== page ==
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Structural Collapse Modeling of Steel Structures Design

The prediction of collapse of structures has gained growing attention in recent years to enable the structural engineering community to predict possible extreme loads that precipitate collapse. To predict collapse of steel structures, finite element deletions strategies have been used successfully in the past to account for fracture in steel members. Prior work has of-ten used a constant critical strain approach (CS), which deletes an element when it achieves a specific level of strain (e.g., 0.2, which is used in this work), typically without modeling of material softening. This approach requires frequent re-calibration depending on the configuration of the structural components and systems. This research proposes a more robust and general-purpose approach to collapse modeling of steel structures through the use of a Void Growth Model (VGM) to simulate the initiation of softening and the Hillerborg model for modeling the subsequent material softening, followed by an element deletion strategy that is developed in this work. In addition, a second approach is investigated that adds a Bao-Wierzbicki model to the VGM strategy (VGM-BW) in order to better account for lower and negative triaxiality regions in determining softening. The parameters of the VGM strategy were calibrated to a comprehensive set of experimental test results of circumferentially notched tensile (CNT) coupon specimens, while the Bao-Wierzbicki parameters in VGM-BW strategy were deter-mined analytically. These strategies were then validated without recalibration through comparison with a comprehensive range of experimental test results of material characterization specimens and full-scale structural steel connection tests (Figures 1 and 2), moment resisting frame experiments (Figure 3), and multi-story braced frame experiments. The VGM strategy provided most accurate prediction, while VGM-BW has better potential if it is calibrated to experimental results directly in the low and negative triaxiality range (Figures 1 and 2). In general, the constant strain strategy did not compare well to experiments (Figures 1 and 2). The VGM and VGM-BW approaches thus enable high-fidelity parametric simulation capabilities of interest to researchers, practitioners, and code developers who address collapse of structures.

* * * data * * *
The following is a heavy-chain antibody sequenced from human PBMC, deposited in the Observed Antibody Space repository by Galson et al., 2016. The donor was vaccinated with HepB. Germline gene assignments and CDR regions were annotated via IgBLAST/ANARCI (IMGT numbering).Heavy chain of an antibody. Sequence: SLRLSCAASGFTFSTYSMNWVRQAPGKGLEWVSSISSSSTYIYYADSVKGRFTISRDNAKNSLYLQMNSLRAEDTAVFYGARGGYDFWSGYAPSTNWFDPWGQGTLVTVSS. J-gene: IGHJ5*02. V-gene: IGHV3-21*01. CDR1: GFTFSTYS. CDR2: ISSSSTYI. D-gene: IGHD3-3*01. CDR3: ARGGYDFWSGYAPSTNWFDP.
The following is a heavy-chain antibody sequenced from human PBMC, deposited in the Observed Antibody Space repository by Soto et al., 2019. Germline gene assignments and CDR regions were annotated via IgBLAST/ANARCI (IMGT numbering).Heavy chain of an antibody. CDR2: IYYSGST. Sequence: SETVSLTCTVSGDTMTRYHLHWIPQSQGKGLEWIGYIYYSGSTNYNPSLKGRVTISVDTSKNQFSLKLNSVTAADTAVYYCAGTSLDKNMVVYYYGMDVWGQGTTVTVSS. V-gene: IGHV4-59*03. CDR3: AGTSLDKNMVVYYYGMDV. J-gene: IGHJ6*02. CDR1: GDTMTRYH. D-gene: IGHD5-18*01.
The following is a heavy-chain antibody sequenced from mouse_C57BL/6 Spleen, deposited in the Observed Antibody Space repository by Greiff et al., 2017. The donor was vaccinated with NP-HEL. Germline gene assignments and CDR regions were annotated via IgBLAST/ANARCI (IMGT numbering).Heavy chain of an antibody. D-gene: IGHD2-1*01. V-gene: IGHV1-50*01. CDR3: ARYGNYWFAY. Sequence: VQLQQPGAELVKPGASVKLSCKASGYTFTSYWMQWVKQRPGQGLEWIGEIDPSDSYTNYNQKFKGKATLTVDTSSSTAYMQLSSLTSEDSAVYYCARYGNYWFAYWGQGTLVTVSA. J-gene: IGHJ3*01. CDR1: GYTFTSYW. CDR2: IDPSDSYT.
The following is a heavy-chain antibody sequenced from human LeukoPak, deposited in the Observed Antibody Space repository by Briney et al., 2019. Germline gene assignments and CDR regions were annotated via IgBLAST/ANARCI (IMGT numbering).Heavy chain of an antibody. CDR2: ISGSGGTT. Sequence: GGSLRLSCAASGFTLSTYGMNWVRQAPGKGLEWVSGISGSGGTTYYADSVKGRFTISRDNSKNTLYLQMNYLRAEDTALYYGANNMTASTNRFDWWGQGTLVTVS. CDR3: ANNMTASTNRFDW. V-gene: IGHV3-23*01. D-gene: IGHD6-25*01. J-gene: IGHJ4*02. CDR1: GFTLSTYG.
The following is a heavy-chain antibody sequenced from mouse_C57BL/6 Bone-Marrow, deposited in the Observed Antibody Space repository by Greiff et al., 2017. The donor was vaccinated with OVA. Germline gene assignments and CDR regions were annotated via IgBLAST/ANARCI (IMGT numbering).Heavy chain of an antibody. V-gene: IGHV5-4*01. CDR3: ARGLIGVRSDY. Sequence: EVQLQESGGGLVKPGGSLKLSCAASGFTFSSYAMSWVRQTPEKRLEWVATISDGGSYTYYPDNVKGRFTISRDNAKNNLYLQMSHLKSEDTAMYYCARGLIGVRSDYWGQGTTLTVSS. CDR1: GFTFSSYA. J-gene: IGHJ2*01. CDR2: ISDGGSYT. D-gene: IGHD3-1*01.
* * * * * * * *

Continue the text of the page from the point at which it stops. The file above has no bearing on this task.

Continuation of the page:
REFERENCES

• Rentschler, G. P., Chen, W.-F., and Driscoll, G. C. (1978). Tests of Beam-to-Column Web Moment Connections, Report #405.9, Fritz Engineering La-boratory, Bethlehem, PA. • Sadek, F., Main, J. A., Lew, H. S., Rob-ert, S. D., Chiarito, V. P., and El-Tawil, S. (2010). An Experimental and Com-putational Study of Steel Moment Con-nections under a Column Removal Sce-nario, NIST Technical Note 1669, Na-tional Institute of Standards and Tech-nology, U.S. Department of Commerce, Gaithersburg, Maryland. • Saykin, V. V. (2014). “A Validated Approach for Modeling Collapse of Steel Structures,” Ph.D. Dissertation, Civil and Environmental Engineering, Northeastern University, Boston, Mas-sachusetts. • Schutz, F. W., Schilling, C. G. J., and Beedle, L. S. (1953). The Collapse Strength of a Welded Single Bay Frame, Report #205D.5, Fritz Engi-neering Laboratory, Lehigh University, Bethlehem, Pennsylvania.

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Jerome F. Hajjar, Northeastern University Junho Song, Seoul National University Vitaliy Saykin, Wentworth Institute of Technology Derya Deniz, University of Illinois at Urbana-Champaign Tam Nguyen, KTP Consultants Pte Ltd.

Sponsored by National Science Foundation 

#V4Issue1 #Volume4

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